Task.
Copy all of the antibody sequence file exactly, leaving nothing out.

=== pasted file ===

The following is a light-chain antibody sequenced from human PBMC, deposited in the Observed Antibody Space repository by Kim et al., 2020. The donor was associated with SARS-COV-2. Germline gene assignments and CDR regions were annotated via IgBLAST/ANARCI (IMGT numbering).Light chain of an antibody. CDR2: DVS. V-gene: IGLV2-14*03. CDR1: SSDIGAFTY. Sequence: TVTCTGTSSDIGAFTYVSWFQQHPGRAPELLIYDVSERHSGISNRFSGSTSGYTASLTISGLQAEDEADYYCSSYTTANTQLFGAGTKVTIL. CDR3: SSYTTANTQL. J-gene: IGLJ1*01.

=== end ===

The following is a light-chain antibody sequenced from human PBMC, deposited in the Observed Antibody Space repository by Kim et al., 2020. The donor was associated with SARS-COV-2. Germline gene assignments and CDR regions were annotated via IgBLAST/ANARCI (IMGT numbering).Light chain of an antibody. CDR2: DVS. V-gene: IGLV2-14*03. CDR1: SSDIGAFTY. Sequence: TVTCTGTSSDIGAFTYVSWFQQHPGRAPELLIYDVSERHSGISNRFSGSTSGYTASLTISGLQAEDEADYYCSSYTTANTQLFGAGTKVTIL. CDR3: SSYTTANTQL. J-gene: IGLJ1*01.